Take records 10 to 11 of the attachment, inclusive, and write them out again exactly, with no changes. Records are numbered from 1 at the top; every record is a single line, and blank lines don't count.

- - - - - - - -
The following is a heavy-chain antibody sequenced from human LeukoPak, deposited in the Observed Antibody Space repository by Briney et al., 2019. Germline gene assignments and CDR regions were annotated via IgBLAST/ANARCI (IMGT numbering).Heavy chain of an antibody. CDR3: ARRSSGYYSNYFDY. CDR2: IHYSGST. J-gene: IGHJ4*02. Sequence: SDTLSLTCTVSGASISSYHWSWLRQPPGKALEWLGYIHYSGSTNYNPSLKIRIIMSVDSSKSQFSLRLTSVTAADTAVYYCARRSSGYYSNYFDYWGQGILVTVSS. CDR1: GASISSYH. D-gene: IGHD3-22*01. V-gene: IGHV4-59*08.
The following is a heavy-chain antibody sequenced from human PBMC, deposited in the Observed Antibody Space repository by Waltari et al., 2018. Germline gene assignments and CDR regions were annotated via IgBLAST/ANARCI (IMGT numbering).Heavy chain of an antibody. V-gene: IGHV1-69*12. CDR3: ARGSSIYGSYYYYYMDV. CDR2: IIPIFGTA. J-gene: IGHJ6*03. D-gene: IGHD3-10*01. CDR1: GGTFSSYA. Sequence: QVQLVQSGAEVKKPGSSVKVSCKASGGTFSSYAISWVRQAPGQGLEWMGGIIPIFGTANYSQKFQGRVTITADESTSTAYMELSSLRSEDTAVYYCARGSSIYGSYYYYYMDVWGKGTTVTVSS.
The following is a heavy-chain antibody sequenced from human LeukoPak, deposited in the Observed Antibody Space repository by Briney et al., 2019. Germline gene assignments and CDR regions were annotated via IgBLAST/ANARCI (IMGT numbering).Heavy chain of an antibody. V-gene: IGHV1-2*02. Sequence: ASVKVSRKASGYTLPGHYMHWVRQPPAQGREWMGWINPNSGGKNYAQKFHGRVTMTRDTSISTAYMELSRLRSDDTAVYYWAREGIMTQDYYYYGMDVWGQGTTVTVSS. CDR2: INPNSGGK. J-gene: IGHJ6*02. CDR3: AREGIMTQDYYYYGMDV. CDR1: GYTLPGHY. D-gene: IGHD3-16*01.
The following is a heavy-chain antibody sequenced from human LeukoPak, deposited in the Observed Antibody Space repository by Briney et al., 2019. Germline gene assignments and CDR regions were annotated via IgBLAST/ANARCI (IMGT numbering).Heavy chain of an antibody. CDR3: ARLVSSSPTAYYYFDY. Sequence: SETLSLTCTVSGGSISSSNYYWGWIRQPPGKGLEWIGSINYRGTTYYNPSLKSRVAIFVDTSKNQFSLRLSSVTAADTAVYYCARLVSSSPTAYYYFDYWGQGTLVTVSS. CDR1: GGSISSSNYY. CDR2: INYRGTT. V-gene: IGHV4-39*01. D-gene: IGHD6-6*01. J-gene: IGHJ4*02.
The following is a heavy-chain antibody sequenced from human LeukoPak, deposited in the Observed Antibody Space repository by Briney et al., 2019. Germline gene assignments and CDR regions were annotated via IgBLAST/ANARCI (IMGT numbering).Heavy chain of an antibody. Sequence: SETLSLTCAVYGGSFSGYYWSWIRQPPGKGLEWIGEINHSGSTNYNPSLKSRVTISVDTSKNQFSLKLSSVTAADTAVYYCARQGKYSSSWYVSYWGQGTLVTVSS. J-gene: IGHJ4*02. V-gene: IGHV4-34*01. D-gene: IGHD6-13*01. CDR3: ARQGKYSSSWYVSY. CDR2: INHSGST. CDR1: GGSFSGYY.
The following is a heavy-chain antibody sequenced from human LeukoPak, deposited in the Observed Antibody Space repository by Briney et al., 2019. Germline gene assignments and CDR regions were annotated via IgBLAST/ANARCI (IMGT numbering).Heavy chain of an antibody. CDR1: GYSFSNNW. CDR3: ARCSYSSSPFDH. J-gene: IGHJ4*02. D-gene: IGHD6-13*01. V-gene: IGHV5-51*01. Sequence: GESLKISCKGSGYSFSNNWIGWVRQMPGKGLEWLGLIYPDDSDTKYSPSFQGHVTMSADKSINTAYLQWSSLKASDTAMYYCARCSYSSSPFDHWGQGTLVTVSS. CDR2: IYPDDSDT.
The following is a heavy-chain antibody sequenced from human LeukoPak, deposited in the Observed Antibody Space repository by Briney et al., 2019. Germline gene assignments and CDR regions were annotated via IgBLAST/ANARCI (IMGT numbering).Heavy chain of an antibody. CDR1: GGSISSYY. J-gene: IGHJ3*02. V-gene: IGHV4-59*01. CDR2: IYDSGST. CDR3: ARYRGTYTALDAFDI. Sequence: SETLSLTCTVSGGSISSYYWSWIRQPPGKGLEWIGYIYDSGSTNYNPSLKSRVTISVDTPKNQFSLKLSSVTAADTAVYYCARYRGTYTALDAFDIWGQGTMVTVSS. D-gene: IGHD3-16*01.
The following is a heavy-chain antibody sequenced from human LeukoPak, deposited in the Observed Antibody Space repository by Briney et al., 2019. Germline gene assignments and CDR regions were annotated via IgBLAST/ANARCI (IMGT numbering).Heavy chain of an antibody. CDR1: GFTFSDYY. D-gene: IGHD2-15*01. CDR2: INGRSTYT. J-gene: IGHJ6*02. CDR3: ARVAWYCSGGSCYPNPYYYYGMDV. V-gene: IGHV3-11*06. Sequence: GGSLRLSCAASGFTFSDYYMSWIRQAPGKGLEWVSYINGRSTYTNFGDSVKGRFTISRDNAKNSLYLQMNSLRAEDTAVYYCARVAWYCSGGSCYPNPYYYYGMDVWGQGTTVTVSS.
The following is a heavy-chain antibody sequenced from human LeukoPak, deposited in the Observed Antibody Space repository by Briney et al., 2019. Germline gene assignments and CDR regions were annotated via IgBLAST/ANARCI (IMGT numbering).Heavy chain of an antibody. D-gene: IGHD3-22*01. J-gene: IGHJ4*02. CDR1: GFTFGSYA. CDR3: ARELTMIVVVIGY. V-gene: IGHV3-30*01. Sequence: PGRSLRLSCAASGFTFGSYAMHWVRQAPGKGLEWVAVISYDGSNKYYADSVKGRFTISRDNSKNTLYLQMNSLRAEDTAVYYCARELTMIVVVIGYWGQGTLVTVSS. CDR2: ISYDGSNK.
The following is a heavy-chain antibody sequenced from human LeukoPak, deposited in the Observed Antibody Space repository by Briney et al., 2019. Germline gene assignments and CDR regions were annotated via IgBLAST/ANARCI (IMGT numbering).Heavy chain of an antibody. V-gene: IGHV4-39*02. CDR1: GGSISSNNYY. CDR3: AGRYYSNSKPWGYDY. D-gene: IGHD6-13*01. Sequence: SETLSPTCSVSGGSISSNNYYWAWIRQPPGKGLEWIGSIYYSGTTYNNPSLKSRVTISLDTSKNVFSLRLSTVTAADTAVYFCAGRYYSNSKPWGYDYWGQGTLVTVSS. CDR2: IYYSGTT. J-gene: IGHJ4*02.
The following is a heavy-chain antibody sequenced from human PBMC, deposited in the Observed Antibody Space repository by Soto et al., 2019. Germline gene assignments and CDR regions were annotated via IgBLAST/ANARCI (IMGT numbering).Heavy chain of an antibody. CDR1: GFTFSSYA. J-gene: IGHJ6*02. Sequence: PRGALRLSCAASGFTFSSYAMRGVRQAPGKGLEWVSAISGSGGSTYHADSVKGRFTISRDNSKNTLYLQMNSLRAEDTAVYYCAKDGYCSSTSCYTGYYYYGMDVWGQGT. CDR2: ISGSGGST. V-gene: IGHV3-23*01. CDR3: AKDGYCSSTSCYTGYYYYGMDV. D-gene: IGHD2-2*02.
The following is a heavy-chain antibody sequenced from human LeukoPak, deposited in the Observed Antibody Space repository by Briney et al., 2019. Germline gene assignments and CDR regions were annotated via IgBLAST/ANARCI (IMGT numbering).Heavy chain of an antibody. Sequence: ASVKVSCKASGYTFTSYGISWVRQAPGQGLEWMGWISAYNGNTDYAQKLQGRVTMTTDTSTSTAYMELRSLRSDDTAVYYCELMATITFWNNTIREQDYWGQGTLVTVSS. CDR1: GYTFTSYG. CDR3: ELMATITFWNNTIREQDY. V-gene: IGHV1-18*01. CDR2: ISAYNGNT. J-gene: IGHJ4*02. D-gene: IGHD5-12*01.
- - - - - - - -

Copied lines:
The following is a heavy-chain antibody sequenced from human LeukoPak, deposited in the Observed Antibody Space repository by Briney et al., 2019. Germline gene assignments and CDR regions were annotated via IgBLAST/ANARCI (IMGT numbering).Heavy chain of an antibody. V-gene: IGHV4-39*02. CDR1: GGSISSNNYY. CDR3: AGRYYSNSKPWGYDY. D-gene: IGHD6-13*01. Sequence: SETLSPTCSVSGGSISSNNYYWAWIRQPPGKGLEWIGSIYYSGTTYNNPSLKSRVTISLDTSKNVFSLRLSTVTAADTAVYFCAGRYYSNSKPWGYDYWGQGTLVTVSS. CDR2: IYYSGTT. J-gene: IGHJ4*02.
The following is a heavy-chain antibody sequenced from human PBMC, deposited in the Observed Antibody Space repository by Soto et al., 2019. Germline gene assignments and CDR regions were annotated via IgBLAST/ANARCI (IMGT numbering).Heavy chain of an antibody. CDR1: GFTFSSYA. J-gene: IGHJ6*02. Sequence: PRGALRLSCAASGFTFSSYAMRGVRQAPGKGLEWVSAISGSGGSTYHADSVKGRFTISRDNSKNTLYLQMNSLRAEDTAVYYCAKDGYCSSTSCYTGYYYYGMDVWGQGT. CDR2: ISGSGGST. V-gene: IGHV3-23*01. CDR3: AKDGYCSSTSCYTGYYYYGMDV. D-gene: IGHD2-2*02.